What is truth? We hold a lot of truths close to ourselves every day... things that seem so immutable and rote that we hardly question their existence. The truth is that the sun will rise each morning... but it doesn't, not really. The world we live on spins, rotating the tiny portion of the face we cling to into the light of a star like so many others. It is only from our limited perspective that we have termed the "sunrise" to be something not utterly laughable from an outside observer. Our truth is quite literally perpendicular to reality, and yet it is fundamentally how we, as a species, experience it. So, which is the truth? How can we know a truth that cannot change with a shift in perspective? Any argument you've had in the last year (and let's be honest, there have been so many) is likely the interpretation of the same facts from possibly wildly different perspectives, different ways of seeing "truth." It's what caused the Crusades, powered the World Wars, and continues to propagate nuclear weapons across the globe. This place is called a schism.
Andrew Adams and Rachel Briner have created a work which lives in that flux, that place trapped between perspectives, like watching a 3D film without the glasses on. Every character, every cause, creed, religion and tenet of morality is called into question at one point or another, aside from the horrific world in which the tale takes place. It's the most unsettling thing going in this series. The finale pushes this shearing to the extreme, finding a place where everything you've known throughout the previous five issues becomes new again. After finishing this issue, I honestly had to go back through every issue again to help me make sense of it. Not that anything's unclear; it's just such a large thought to wrap your head around that it takes the whole tale to tell it properly. This is a story that is much larger than the pieces that build it, and the dedication to the themes and struggles within is quite remarkable. I like when I can't anticipate the ending of any work, and this one had me guessing until the final frame.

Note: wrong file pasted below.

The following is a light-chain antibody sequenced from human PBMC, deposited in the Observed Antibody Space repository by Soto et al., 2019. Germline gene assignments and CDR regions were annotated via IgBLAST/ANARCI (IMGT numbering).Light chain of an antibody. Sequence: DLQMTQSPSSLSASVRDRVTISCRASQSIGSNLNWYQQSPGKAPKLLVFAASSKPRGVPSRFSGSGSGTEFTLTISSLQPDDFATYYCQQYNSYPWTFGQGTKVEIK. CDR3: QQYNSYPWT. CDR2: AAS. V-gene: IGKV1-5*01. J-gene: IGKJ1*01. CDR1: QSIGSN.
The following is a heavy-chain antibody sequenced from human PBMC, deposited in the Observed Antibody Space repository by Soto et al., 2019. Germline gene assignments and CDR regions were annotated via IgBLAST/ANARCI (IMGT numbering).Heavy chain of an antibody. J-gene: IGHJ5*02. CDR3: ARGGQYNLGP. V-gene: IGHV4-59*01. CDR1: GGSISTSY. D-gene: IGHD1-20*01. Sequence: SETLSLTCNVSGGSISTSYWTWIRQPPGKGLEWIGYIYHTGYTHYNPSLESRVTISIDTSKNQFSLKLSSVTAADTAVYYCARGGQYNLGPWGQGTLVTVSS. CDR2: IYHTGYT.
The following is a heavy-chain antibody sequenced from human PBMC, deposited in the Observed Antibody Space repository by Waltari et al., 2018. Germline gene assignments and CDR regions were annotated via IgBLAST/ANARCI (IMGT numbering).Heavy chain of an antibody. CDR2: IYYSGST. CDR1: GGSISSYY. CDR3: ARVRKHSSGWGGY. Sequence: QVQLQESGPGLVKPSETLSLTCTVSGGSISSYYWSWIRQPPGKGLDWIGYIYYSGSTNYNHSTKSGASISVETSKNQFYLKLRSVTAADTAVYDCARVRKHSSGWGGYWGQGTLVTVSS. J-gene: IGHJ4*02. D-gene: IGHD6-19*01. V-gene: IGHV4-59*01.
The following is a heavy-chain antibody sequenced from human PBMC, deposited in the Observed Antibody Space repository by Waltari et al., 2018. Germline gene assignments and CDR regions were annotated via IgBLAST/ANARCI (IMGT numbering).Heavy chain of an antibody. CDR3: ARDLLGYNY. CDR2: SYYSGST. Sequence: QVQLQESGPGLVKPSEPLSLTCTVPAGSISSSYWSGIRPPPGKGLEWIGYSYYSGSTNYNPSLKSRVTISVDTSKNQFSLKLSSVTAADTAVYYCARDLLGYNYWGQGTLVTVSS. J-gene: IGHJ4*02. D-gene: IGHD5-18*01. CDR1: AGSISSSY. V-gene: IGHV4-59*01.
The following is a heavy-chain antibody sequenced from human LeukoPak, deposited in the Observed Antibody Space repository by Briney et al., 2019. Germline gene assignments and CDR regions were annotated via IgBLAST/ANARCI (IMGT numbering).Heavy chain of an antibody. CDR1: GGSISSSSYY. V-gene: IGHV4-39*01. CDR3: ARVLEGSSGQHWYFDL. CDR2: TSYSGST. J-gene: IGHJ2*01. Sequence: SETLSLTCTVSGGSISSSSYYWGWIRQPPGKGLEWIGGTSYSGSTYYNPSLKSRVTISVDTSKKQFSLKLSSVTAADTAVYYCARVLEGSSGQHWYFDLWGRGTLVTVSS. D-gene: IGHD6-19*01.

Rachel Briner's artwork allows the story to fly where it will. She's patient and ready to horrify you wherever you may roam. The brutality and evil is so casually laid in by her deft work that you're still admiring the extraordinary effort when you come to realize that your mind has fled gibbering into the dark. This world epitomizes Lovecraftian horror and would make George R.R. Martin giggle with sadistic glee. You'll never be able to look away until you're able to process what you're seeing, and then only grudgingly as you seek more of the torment.
Schismatic is a rare effort that allows every character to be gracefully dynamic. No one's journey ends in the place they'd hoped, and no one remains the version of themselves that they began as. This is a work that comes from a deep place emotionally and intellectually, and certainly has the ability to bring you into it. The writing is crisp, clean, and human, and the visuals are a beautiful prison for the eye. The finish matches the promise that the series has maintained throughout, and it makes it one of the best I've had the pleasure of reading in a good while.
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